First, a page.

Investors looking for exposure to the COVID-19 vaccine market may naturally lean toward Moderna (MRNA -0.81%), which developed mRNA-1273, and Pfizer (PFE -0.56%), which developed BNT162b2 in collaboration with BioNTech. These companies were the first to earn Emergency Use Authorization (EUA) from the U.S. Food and Drug Administration for their respective products.
And while millions of people continue to receive doses of mRNA-1273 and BNT162b2, Novavax has yet to earn an EUA for its candidate, while Johnson & Johnson's vaccination efforts were paused in the U.S. because six patients experienced blood clots after receiving the pharma giant's vaccine. These factors arguably make Moderna and Pfizer the leaders in the coronavirus vaccine market, at least in the U.S.
But there is a small-cap company looking to make waves in this space: Ocugen (OCGN -2.11%), a biotech headquartered in Pennsylvania. Ocugen's stock has soared by 208.7% year to date as investors cheered its potential entry into the COVID-19 vaccine market. But is this biotech a better bet than Moderna and Pfizer?
Ocugen's COVID-19 efforts
Ocugen is developing Covaxin -- an experimental coronavirus vaccine -- in collaboration with India-based Bharat Biotech. The two entities penned an agreement earlier this year that stipulated that Ocugen would be responsible for the clinical development and commercialization of the candidate in the U.S. Consequently, Ocugen is set to keep 45% of the profits Covaxin will make in the country. Of course, all of this is contingent on the vaccine earning emergency authorization.
In early March, Ocugen reported interim results from a phase 3 clinical trial for Covaxin that Bharat Biotech is running in India. The study involved 25,800 patients between the ages of 18 and 91 and tested the vaccine's efficacy in preventing COVID-19. According to Ocugen, Covaxin demonstrated 81% efficacy in those without prior infection after the second dose. Covaxin's safety profile also seemed encouraging, as the vaccine was well tolerated by patients during the trial. These results could support an application for an EUA in the U.S.
Better than Moderna and Pfizer?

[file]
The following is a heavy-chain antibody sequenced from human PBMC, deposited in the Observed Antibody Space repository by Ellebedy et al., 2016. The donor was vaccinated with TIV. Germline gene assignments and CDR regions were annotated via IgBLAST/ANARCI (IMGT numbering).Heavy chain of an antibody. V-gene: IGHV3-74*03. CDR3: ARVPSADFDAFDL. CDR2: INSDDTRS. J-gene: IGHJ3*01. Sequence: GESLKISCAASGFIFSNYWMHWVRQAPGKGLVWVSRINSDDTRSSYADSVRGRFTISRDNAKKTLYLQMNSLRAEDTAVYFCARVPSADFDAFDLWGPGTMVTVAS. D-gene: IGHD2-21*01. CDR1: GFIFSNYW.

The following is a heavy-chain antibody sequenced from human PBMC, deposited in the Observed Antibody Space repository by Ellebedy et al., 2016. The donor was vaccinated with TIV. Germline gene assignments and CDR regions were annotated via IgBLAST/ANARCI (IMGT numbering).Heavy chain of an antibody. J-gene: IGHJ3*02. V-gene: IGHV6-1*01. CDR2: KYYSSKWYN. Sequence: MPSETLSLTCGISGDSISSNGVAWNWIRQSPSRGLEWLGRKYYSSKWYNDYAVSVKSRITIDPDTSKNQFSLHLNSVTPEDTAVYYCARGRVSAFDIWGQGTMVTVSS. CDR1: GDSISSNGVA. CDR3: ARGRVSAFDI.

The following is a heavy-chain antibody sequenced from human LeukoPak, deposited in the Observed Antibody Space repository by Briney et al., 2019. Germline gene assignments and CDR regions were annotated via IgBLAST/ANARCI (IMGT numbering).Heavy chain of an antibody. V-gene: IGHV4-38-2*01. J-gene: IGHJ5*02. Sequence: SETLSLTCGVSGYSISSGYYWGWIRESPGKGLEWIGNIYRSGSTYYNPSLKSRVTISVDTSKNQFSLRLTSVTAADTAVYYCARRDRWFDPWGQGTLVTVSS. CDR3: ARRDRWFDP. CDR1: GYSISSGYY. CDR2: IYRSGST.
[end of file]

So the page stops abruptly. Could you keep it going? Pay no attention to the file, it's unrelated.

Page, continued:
That said, Covaxin is unlikely to rack up sales greater than those of Pfizer or Moderna. For one, Pfizer and Moderna have been distributing their vaccines for months, and both have scored several supply agreements worth tens of millions of dollars with various governments worldwide. What's more, BNT162b2 and mRNA-1273 were initially shown to be even more effective than Covaxin.
While the emergence of new variants of the virus could affect the efficacy of these vaccines, both Pfizer and Moderna are currently testing whether booster shots will be successful in preventing infection with these variants. Further, there is evidence that BNT162b2 is already effective against the variant that emerged in South Africa.
Covaxin would have to be clearly superior to both BNT162b2 and mRNA-1273 to catch up in terms of overall sales, but the evidence hardly supports that view. And that's not considering the fact that Ocugen will keep less than half the profits from sales of Covaxin in the U.S.
Still, Ocugen does not need to record tens of billions in revenue from its vaccine candidate for the company's stock to outperform that of its two rivals. After all, the biotech has a market cap of only $1.1 billion, which is peanuts compared with Moderna's $65 billion and Pfizer's $216.4 billion.
As the much smaller company, Ocugen could have a long runway for growth ahead -- growth that could outpace that of its much larger peers -- even with comparatively modest vaccine sales. Nonetheless, Moderna and Pfizer look like the better bet for long-term investors. Moderna's pipeline features several products (other than mRNA-1273) that are already being tested in phase 1 or phase 2 human clinical trials.
And thanks to the revenue it will generate from mRNA-1273, the company will be better equipped to fund these programs. Meanwhile, Pfizer is a well-established pharma giant with a rich pipeline and a solid lineup that generates billions in revenue every year. Ocugen has yet to even start human clinical trials for any of its candidates other than Covaxin.
This factor makes the prospects of this biotech stock especially hard to gauge at this point, and therefore very uncertain. With that in mind, long-term investors looking for exposure to the coronavirus vaccine market would be better served purchasing shares of Moderna or Pfizer than those of Ocugen.